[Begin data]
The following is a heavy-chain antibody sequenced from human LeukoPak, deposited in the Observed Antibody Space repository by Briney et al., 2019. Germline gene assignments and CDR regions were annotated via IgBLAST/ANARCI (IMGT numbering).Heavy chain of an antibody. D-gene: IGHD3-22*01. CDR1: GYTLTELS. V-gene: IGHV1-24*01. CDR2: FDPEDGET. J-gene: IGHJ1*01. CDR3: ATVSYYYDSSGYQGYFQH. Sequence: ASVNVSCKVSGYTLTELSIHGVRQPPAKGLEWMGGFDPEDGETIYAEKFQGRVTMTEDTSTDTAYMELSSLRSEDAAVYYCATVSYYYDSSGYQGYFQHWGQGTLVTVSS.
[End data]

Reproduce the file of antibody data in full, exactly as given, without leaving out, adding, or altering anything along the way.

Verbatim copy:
The following is a heavy-chain antibody sequenced from human LeukoPak, deposited in the Observed Antibody Space repository by Briney et al., 2019. Germline gene assignments and CDR regions were annotated via IgBLAST/ANARCI (IMGT numbering).Heavy chain of an antibody. D-gene: IGHD3-22*01. CDR1: GYTLTELS. V-gene: IGHV1-24*01. CDR2: FDPEDGET. J-gene: IGHJ1*01. CDR3: ATVSYYYDSSGYQGYFQH. Sequence: ASVNVSCKVSGYTLTELSIHGVRQPPAKGLEWMGGFDPEDGETIYAEKFQGRVTMTEDTSTDTAYMELSSLRSEDAAVYYCATVSYYYDSSGYQGYFQHWGQGTLVTVSS.